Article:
Harris & Pelosi Make History As First Women Duo To Flank President During Joint Address
“It’s about time.”
“Madam Speaker, Madam Vice President,” so began President Joe Biden’s first address to Congress. Never before has the president delivered a speech to a joint session of Congress while flanked by two women.
“No president has ever said those words from this podium, and it’s about time,” President Biden said during his address Wednesday as he marked nearly 100 days in office.
During the address, Biden recognized his policy achievements, including passing a historic COVID-19 relief package and introducing substantial proposals on infrastructure, child care, and education, and urged Congress to pass legislation on gun reform, immigration, and police reform.
During his nearly one-hour address, the two most powerful women in U.S. politics sat behind the president, both wearing masks.
Nancy Pelosi made history in 2007 when she became the first woman Speaker of the House. Speaker Pelosi said it was “pretty exciting” to make history at the April 28 address.
“It's about time,” Speaker Pelosi told MSNBC’s Andrea Mitchell. “I made history when I was the first Speaker to be standing behind President Bush, and he made note of that. Now, this is just, just so exciting.”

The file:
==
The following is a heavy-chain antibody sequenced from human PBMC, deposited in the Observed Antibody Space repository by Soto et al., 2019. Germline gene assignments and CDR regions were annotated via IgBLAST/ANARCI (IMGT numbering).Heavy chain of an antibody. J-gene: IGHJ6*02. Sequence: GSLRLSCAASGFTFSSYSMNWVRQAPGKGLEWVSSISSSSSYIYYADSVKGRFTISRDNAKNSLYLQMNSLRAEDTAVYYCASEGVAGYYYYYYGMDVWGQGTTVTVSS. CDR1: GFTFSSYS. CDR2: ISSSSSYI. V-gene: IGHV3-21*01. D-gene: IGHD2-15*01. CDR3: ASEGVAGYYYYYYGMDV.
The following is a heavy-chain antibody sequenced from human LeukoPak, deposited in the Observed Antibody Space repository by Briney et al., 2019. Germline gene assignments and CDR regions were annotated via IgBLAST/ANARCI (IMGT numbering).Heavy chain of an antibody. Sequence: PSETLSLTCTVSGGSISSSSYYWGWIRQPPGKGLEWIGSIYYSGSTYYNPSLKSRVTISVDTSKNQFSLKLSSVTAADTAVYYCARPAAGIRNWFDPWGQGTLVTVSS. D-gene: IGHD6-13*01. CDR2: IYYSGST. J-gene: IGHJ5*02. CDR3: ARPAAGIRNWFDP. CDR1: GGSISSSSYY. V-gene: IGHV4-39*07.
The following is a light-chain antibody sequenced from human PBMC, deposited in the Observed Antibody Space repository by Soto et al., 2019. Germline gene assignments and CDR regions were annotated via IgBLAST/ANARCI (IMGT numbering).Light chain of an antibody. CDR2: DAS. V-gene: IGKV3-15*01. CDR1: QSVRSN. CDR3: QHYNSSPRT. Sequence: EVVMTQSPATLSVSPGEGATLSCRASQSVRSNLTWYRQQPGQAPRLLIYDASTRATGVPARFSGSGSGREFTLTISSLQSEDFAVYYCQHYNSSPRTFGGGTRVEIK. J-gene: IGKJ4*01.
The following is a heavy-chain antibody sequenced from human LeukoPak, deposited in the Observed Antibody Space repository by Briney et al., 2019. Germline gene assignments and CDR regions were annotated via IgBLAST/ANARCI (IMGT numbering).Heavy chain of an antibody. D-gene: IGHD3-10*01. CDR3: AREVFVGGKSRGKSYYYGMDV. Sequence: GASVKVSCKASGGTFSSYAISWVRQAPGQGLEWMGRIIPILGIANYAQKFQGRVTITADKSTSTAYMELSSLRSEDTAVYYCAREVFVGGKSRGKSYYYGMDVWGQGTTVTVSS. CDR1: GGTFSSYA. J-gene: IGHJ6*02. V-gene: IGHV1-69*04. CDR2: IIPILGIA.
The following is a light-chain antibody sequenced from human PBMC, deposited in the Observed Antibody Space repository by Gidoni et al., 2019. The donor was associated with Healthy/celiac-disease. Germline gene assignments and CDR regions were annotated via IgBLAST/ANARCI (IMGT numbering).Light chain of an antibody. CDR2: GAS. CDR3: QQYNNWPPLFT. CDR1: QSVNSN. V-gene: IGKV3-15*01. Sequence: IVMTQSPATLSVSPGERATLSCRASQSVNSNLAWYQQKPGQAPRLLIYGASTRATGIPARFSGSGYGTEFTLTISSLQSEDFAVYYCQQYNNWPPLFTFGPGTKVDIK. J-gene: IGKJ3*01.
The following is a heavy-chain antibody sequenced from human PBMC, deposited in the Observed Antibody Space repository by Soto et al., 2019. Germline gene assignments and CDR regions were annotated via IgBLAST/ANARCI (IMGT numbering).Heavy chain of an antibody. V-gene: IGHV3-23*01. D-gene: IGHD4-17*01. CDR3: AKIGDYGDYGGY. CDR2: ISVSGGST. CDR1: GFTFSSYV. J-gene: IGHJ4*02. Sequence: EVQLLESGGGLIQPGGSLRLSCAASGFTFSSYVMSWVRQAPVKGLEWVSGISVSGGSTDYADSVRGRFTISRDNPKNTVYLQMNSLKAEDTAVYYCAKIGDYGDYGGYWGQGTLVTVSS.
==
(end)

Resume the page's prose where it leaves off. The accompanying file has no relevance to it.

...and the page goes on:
Kamala Harris is the first Black person, first South Asian person, and first woman to be elected vice president of the United States. She and Speaker Pelosi shared a friendly elbow bump — creating a widely shared image — while standing behind the podium ahead of President Biden’s address. When asked by reporters about the significance of their representation, Harris called it “normal.”
On Wednesday, Rep. Barbara Lee (D-CA) said this moment was “long overdue.”
“Like so many women, I feel pride in this moment and seeing this representation,” Rep. Lee said.
Rep. Brenda Lawrence (D-MI) told USA Today the significance of seeing two women behind the podium “is nothing short of HERstoric.”
“As the young Black girl who grew up on the eastside of Detroit who now walks the halls of Congress built by slaves, this history is not lost on me,” Rep. Lawrence said. “Women, especially Black women, have made groundbreaking strides over the past couple of years. The soul and moral compass of our nation rests on the shoulders of women. As we work together to build back better, we must make sure to build back better with women front and center.”
In the Washington Post, columnist Christine Emba recognized that the image of two women — including one who vied to be president — flanking a powerful man is far more palatable for American society than an all-powerful woman.
Emba wrote: "It also feels darkly symbolic that the story of female political progress has culminated (so far) in the image of two accomplished, top-of-their-game women standing behind a collegial White man, your archetypal average Joe."
On social media, people widely celebrated the moment, and one person called it “a great day to be an American woman.”